Her sorrow is white. Like the sky before a storm, still. Like the blindness that follows staring into light, or the head rush that punishes a body for breaking stillness. Her room is careful and imposed imprisonment. She meant to put a painting on the wall behind the headboard. Something to puncture the starkness. A punch of crimson or a poster of the bridge—her tribute to the city that raised her. Secretly, it is not the image of the bridge at all that brings her comfort, but the headlights on the cars as they cross the bay. Shining constellations that bring her home again. But there is no kiss of color, no golden gate. Just a wall that shivers in silence and a bed that reminds her of war. Egyptian cotton, once strangled by restless limbs, now hangs over the bed frame like loose skin. The emptiness of unmade sheets is a mundane, yet sudden tragedy. Once noticed, the particulars of the room can make her feel hollow without warning. Unhinged, gaping…there is no, “home again.”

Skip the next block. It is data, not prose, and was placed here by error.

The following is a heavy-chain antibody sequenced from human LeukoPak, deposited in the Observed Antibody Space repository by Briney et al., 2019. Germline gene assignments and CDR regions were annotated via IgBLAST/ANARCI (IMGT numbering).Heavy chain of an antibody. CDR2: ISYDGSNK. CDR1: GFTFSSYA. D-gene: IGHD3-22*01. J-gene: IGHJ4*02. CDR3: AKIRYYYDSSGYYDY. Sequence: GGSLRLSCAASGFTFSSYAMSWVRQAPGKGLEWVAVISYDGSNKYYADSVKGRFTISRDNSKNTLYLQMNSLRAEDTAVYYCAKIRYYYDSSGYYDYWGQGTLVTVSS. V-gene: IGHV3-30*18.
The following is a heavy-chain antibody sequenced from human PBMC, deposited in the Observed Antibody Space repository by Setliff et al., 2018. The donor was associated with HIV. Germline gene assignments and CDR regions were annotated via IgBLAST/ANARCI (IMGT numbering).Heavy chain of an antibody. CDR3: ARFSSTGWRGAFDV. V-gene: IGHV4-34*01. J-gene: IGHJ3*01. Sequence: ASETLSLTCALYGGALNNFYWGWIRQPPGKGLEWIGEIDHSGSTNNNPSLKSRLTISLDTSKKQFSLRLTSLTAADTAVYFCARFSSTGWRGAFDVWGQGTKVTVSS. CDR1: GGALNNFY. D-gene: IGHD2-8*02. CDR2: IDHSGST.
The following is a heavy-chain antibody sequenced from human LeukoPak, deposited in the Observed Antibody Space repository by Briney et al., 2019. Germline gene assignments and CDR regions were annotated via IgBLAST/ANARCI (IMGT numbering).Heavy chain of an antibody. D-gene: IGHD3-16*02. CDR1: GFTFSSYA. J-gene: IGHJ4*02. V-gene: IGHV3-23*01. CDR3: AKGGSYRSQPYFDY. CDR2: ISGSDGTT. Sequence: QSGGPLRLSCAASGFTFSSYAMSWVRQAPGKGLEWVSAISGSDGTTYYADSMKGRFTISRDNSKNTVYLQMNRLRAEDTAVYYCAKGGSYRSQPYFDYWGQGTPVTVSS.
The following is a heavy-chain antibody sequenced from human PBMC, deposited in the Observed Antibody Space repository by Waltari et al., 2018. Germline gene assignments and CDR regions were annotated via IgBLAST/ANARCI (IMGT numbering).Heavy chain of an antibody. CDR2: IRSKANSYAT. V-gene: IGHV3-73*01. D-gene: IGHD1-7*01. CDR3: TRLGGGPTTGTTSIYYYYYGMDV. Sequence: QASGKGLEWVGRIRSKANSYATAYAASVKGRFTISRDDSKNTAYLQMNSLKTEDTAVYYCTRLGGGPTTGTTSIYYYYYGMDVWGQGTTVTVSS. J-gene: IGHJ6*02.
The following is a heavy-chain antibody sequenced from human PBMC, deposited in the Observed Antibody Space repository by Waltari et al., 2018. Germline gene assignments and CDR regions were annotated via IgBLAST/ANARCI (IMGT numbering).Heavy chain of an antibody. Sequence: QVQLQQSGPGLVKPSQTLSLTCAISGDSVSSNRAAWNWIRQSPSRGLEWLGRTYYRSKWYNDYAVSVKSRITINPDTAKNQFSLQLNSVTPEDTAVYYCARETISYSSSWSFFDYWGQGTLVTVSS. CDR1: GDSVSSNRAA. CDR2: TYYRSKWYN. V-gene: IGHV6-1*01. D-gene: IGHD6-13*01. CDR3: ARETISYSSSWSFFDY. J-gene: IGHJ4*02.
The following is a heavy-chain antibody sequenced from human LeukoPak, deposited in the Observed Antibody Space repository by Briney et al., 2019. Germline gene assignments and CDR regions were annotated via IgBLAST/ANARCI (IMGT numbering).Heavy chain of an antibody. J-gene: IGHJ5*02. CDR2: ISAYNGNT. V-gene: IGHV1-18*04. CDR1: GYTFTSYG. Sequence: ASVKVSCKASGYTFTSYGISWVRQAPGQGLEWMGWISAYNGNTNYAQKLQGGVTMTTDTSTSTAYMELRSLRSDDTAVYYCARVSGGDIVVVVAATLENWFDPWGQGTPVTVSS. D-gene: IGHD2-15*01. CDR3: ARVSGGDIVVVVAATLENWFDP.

She lights candles every night, for beauty. For the memory of reverence: a little girl, in uniform and plaits, pushing a dollar bill into a wooden box, lighting a match with the flame of another candle, gingerly transferring her borrowed fire to another tired wick, then kneeling, hands interlocked, waiting for the prayer to come. Years ago, in a sleepy chapel, she learned that a vestibule is a place where people pass through and deposit their longing. The smell of melting wax is welcome grief. Smoke, a familiar ghost.
There are rituals and then there is this space of blank walls and empty insides. White, like things taken away. Like heat on the skin, just before nerves process pain. Her white is a quiet violence for which she imbibes blame. Is it such a bad thing? She asks herself. To drown in the flame of a candle or melt in the shade of a memory? To climb out of her chaos is too much work. So she says, with words that now mold to her lips effortlessly, “another day.” Another day.